True stories: Mind the speech: Tube announcements are a joke

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If I had my way I would travel to work by boat, serenely floating down the Thames as the sun rises, arriving at my destination calm, centred and ready to begin my day.

But I'm stuck with the Tube. Not an altogether pleasant experience, but it's quick and relatively simple to use. There are some rather quirky problems with the system, such as London Underground's little joke with its announcers.

The only announcements over the Tannoys that I understand are the ones telling you to clear the station due to a mysterious package, or that particularly chilling one where London Underground let you know that some poor sod has had enough of his/her commuter existence and 'fallen on to the tracks.

However, the announcements that should give me some indication of how (and when) I'm going to get to work when there's a problem on the line - they are just beyond me.

The bizarre thing is that we never question why we can't understand them. We just accept it as one of those quaint mysteries of urban life. Ours is not to reason why.

Until the other day.

I was sitting on the Tube, keeping myself to myself, head buried in a book as usual. The train stopped in a tunnel, stayed there for about 10 minutes and then moved into the station where we waited. And waited.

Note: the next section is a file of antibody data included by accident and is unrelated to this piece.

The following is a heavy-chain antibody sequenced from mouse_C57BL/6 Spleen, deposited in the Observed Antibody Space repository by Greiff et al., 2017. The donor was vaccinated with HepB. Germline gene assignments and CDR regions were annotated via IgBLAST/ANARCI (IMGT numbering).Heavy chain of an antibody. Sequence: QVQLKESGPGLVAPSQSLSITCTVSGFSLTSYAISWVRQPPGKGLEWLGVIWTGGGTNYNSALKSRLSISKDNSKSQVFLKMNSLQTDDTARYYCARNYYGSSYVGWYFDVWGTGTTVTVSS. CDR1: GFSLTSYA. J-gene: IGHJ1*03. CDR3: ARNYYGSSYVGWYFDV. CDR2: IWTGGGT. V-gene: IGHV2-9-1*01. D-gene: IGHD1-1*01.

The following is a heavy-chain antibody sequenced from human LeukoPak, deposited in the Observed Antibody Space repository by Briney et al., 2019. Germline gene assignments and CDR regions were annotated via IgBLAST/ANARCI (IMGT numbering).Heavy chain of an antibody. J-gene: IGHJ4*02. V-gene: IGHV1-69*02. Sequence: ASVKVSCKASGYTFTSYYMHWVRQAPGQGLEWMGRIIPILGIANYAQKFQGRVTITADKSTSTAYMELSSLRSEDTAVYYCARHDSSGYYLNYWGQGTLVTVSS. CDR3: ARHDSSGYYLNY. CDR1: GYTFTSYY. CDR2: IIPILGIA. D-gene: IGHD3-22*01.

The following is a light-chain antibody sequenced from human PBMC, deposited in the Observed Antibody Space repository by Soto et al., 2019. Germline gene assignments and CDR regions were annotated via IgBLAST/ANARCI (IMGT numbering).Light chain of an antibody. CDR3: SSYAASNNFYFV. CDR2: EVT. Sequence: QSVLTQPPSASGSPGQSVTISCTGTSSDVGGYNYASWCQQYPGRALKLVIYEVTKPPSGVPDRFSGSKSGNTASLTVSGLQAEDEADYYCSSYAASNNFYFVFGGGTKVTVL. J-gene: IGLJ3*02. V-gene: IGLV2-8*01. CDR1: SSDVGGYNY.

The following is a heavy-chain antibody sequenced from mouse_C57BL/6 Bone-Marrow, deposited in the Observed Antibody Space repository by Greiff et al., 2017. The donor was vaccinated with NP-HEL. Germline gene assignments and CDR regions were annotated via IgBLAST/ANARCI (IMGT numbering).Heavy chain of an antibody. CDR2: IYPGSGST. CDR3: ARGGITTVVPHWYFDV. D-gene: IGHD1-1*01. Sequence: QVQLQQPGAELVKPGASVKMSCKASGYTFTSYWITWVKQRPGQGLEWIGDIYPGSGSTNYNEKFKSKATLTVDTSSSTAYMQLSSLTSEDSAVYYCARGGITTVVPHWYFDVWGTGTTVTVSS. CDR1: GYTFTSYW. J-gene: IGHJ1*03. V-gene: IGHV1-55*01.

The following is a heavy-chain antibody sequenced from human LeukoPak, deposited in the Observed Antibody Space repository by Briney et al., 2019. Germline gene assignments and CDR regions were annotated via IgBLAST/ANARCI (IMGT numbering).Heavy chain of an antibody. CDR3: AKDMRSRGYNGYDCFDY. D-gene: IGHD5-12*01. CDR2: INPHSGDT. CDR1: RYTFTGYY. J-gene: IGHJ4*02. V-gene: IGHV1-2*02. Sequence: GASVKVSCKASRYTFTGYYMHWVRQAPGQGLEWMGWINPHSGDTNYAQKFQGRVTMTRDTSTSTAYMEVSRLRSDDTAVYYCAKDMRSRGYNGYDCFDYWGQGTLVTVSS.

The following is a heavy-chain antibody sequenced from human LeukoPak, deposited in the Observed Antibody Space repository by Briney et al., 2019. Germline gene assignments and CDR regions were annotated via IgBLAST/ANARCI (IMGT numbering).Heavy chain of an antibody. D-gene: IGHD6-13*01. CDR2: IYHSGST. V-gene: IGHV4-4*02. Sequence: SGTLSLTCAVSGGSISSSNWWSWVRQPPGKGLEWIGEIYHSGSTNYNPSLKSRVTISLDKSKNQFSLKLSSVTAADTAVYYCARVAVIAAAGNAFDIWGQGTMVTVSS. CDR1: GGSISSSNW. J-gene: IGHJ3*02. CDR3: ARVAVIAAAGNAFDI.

There was an announcement.

A woman leaned over towards me and asked me if I could tell her what the announcement had said. I was so embarrassed that I couldn't. She was a visitor to this country and I had failed her in my duty as a conscientious Londoner. She seemed perplexed.

She turned to the person sitting next to her and repeated the question. He looked blankly back, as if surprised that she should care what her journey had in store.

She looked around rather hopelessly at the carriage. Nobody met her gaze because no one knew - or cared - what the announcement said.

I couldn't help myself. I started to giggle at the ridiculousness of travelling on the Tube. I got up and left the train.

Not understanding or worrying about announcements on the London Underground is one thing. A public display of sheer hilarity is simply not on. I caught a bus in the end and was nearly two hours late for work. But I was happy, and, for once, sane on arrival.